Tuesday, October 23, 2007

A kind of Calendar

Sometimes it is argued that living in a city alienates people from nature, and that, for example, the conscious experience of the course of seasons gets lost. There may be snow on the streets on a few mornings, or the colour of the leaves on the trees changes from green to red, but otherwise, it's just the length of daylight and the average temperature that distiguishes summer from winter.

However, if you keep your eyes open, city landscapes with skyscrapers and big buildings offer quite unexpected, archaic means to follow the course of the seasons, and allow even to establish some primitive forms of calendars.

For example, a few years ago, I was quite fascinated to discover that in the weeks around the summer solstice, the late evening Sun casts the distinctive shadow of a tall hotel building in my neighbourhood onto one of the bank towers in downtown Frankfurt, just before setting behind the Taunus crest. Another bank building erected a few years ago, which now blocks the afternoon Sun from our apartment, serves as a giant screen for the shadow of the same hotel tower just at sunrise around the equinox.

And about four weeks after the fall equinox and before the vernal equinox, I can witness kind of a solar eclipse in the late morning from the kitchen window: For a few minutes, the Sun disappears behind the pyramidal tip of the Messeturm:



At 9:58 in the morning,

the Sun disappears behind

the tip of the Messeturm.

Eight minutes later, at 10:06,

it reappears again, the eclipse is over.


On Sunday, October 14, the Sun's arc was still so high that its disk just touched the very tip of the tower. I couldn't make any observations over the week, and this Saturday, when the photos were taken, the path of the Sun crossed already behind the base of the pyramid. I usually try to observe this "event" each fall and spring, and now I know, we are around October 20.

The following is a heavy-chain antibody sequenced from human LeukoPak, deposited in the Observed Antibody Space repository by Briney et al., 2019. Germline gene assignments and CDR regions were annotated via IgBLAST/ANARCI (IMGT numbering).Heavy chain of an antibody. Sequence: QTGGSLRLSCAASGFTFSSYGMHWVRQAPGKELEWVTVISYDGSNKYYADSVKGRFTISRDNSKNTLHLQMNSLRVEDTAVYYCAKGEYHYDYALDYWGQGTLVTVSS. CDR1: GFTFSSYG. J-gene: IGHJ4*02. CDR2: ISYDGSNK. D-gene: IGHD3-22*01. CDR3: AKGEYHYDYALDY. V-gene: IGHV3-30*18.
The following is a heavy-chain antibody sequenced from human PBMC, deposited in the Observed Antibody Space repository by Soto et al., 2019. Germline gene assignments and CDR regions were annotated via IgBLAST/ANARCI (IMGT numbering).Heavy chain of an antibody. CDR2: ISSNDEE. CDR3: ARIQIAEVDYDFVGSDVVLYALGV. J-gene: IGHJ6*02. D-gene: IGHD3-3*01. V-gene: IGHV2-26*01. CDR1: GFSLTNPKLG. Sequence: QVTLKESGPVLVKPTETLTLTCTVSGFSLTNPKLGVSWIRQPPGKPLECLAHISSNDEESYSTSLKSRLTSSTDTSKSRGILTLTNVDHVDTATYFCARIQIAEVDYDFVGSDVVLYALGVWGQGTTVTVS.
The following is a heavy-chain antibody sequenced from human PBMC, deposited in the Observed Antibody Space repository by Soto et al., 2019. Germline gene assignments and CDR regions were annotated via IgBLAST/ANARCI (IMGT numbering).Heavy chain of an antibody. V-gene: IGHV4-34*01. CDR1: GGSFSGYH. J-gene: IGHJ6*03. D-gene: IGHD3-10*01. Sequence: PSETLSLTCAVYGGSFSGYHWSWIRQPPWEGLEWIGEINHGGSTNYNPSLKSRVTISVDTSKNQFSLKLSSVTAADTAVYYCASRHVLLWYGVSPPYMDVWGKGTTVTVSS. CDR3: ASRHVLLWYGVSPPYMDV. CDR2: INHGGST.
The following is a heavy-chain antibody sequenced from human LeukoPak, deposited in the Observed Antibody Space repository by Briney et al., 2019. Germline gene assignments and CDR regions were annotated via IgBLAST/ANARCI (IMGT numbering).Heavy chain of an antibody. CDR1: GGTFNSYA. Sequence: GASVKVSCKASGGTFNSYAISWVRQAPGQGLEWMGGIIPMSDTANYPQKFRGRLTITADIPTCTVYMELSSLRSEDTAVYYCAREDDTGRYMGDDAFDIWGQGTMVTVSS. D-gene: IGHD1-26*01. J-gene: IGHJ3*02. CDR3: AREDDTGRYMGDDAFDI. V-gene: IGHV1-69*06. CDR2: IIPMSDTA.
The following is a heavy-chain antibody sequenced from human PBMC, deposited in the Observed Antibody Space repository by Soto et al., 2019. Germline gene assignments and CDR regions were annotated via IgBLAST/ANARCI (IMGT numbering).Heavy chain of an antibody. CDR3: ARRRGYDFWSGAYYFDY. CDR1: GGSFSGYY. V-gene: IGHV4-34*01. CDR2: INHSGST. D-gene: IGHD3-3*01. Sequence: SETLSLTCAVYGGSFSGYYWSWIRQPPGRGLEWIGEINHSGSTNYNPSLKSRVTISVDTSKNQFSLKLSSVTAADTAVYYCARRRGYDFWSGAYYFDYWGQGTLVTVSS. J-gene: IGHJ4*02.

Maybe you have similar solar calendars in your city?

24 comments:

Arun said...

Hi Stefan,

Living in suburbia and being a gardener makes it doubly unlikely that I'd make any such observations as you did. Dandelions sprouting or leaves falling on my lawn are markers of the seasons.

Your exposures almost directly into the sun, but still not totally obliterating the foreground are, IMO, very good.

Best,
-Arun

Bee said...

They just announced in the radio that tomorrow the night temperature will have it's first drop below zero. I'd appreciate some lack of Calendar every now and then. But thanks for the photos, these are really great! You know, last week in NYC I more or less accidentally took a subway through Brooklyn, to the point where its no longer underground, and there is this endless series of Graffiti painted backyards etc. There weren't all that many people in the train, and I was pretty tired. When I looked out of the partly blind window through the scratches, somewhere in the distances there was the Manhattan skyline, not very clearly visible. And it looked SO like Frankfurt - going out to the West, Gallus, Westbahnhof, Rödelheim, dirty suburban backyards, Graffiti painted walls, the skyline in the background. Well. In a certain sense all larger cities are similar, and the announcements in the trains equally ununderstandable. näschstahald galluszurückbleimbitte dietürnschließn